Keywords: Crop Production/Industries, Farm Management,
    Date: 2015
  8. By: Agastya, Murali (University of Sydney, 1School of Economics); Bag, Parimal Kanti (National University of Singapore, Faculty of Arts and Social Sciences, Department of Economics); Pepito, Nona (Essec Business School)
    Abstract: In a two-task team project with observable task outcomes, optimal incentives prioritize tasks differently depending on task externalities. When the tasks are independent, Principal follows a decreasing order by placing more essential task first. A task is more essential if its failure compromises the overall project's chance of success from a task-specific cutoff level by a greater percentage. This definition has no systematic relations to the variance of task outcomes. In particular, a more risky task can be less essential or more essential. Under externalities, essentiality and impact jointly determine the optimal ordering. A task with much higher impact can be performed early even if it is less essential. Optimal task ordering thus raises subtle new issues and forms an integral part in team incentives. Our analysis provides some contrast with recent team incentives results.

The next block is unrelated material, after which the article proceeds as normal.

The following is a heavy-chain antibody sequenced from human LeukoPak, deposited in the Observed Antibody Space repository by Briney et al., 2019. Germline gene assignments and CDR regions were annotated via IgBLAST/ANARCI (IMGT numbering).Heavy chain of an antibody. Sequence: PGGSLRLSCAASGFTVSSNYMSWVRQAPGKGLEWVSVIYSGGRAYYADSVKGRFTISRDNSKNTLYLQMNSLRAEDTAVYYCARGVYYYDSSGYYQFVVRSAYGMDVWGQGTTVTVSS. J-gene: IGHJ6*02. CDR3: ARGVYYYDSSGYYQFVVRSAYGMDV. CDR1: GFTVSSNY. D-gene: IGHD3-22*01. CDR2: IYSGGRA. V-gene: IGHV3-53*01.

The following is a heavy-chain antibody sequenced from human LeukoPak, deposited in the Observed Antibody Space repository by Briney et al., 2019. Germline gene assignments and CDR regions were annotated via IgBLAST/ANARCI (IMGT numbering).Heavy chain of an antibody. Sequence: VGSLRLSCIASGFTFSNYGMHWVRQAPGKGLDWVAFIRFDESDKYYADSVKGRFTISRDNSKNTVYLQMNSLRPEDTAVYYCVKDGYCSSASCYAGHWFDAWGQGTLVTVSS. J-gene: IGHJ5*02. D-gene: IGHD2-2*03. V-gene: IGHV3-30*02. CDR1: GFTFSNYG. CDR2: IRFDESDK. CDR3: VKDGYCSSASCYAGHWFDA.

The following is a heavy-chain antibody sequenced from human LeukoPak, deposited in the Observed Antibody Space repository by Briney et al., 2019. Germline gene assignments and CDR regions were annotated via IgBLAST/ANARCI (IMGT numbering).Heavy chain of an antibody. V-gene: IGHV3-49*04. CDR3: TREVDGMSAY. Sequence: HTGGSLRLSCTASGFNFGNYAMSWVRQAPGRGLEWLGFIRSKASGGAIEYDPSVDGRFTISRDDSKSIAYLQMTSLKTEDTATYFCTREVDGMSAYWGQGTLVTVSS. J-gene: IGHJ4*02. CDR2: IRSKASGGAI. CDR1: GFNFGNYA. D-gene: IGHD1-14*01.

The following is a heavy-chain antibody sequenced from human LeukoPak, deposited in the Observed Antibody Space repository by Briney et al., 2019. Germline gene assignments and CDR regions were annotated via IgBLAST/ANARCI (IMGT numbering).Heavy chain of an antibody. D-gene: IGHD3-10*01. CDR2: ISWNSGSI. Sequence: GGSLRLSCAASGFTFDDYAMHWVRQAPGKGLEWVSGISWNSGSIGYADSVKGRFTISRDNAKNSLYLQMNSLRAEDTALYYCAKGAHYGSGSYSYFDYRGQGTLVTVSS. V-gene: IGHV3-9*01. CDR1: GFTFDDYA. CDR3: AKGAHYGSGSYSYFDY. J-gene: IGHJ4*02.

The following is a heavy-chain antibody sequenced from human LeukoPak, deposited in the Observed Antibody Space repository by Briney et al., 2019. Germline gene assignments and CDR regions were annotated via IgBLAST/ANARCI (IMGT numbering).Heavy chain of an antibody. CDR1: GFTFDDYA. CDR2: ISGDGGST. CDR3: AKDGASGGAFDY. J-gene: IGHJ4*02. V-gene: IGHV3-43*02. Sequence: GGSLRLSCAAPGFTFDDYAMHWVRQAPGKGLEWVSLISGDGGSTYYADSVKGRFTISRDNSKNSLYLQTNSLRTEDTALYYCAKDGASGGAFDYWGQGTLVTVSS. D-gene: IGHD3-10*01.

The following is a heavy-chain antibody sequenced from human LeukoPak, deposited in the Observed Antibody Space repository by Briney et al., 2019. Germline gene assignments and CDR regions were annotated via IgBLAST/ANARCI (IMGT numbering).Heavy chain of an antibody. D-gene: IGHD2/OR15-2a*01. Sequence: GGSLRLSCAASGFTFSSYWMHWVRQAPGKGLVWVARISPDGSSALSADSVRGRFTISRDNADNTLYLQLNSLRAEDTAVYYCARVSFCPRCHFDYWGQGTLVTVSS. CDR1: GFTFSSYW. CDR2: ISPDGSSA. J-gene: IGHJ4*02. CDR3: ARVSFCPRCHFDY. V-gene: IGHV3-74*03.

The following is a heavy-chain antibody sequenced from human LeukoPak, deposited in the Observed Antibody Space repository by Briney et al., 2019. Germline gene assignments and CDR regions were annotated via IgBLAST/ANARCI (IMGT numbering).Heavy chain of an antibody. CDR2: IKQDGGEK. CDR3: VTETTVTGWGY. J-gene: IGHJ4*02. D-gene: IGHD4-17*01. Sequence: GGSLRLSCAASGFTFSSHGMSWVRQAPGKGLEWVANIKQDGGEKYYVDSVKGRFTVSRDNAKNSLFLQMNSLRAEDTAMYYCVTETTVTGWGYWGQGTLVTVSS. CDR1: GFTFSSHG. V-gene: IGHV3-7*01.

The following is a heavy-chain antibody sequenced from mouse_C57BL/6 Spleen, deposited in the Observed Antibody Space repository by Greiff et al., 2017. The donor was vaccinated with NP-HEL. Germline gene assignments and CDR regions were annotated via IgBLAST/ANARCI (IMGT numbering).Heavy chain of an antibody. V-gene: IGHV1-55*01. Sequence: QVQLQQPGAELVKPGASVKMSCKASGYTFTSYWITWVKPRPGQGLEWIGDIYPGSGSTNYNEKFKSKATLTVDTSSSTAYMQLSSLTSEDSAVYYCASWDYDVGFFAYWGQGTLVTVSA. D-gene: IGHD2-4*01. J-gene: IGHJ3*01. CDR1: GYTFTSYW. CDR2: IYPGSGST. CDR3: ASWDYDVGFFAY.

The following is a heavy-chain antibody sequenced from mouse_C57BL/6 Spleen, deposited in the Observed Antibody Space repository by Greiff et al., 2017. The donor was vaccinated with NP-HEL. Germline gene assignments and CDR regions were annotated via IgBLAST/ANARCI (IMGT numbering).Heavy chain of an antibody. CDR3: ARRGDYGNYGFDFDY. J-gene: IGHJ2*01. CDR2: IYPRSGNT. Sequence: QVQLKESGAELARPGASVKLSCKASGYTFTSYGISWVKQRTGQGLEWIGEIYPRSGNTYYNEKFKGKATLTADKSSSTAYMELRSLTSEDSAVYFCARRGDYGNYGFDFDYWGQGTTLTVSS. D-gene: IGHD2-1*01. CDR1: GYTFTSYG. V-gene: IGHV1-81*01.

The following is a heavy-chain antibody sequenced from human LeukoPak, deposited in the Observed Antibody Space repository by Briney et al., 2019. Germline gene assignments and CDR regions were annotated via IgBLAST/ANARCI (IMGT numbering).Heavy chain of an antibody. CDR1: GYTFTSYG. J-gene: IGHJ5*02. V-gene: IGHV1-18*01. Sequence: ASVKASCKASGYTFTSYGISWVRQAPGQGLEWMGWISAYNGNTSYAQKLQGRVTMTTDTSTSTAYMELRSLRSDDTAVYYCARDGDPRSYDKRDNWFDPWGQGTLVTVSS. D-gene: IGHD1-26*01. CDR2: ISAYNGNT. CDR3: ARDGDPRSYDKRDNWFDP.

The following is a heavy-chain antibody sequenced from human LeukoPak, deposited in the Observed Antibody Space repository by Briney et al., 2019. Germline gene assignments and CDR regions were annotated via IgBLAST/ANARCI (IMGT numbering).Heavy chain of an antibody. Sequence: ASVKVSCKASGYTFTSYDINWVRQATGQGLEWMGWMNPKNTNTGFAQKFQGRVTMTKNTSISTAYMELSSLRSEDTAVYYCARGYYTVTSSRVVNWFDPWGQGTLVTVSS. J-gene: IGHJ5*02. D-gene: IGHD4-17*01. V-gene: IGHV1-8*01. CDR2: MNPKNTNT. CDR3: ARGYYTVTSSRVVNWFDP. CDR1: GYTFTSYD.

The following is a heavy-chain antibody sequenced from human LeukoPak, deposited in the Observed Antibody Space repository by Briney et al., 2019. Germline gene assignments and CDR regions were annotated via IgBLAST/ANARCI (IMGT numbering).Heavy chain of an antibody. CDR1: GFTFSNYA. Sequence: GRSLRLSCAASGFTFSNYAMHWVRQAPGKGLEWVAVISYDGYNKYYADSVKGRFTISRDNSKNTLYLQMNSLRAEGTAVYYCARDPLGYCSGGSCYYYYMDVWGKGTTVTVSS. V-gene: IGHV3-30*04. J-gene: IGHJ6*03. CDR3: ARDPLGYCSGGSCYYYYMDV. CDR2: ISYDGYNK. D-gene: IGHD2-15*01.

Keywords: externalities in teams; sequencing; essential tasks; joint projects; team incentives
    JEL: D20 D80
    Date: 2016–01–25
  9. By: Morawetz, Ulrich; Sinabell, Franz
    Abstract: Targeting is a central part of many public support schemes to increase cost-effectiveness of policy intervention. Interestingly, targeting in the Rural Development Programs (RDP) of the EU has so far not been quantitatively evaluated for investment support schemes. In this article we suggest how the effectiveness of targeting in the investment support schemes can be evaluated with routinely available data. For an Austrian case-study we find that targeting of investment support measures could be substantially increased if eligibility criteria were used more extensively, as maximum aid-intensity differentiation turns out not to be effective and selection through ranking is not selective if the budget constraint is not binding.
    Keywords: Targeting-effectiveness, Rural Development Programs, Evaluation, Agricultural and Food Policy,
    Date: 2015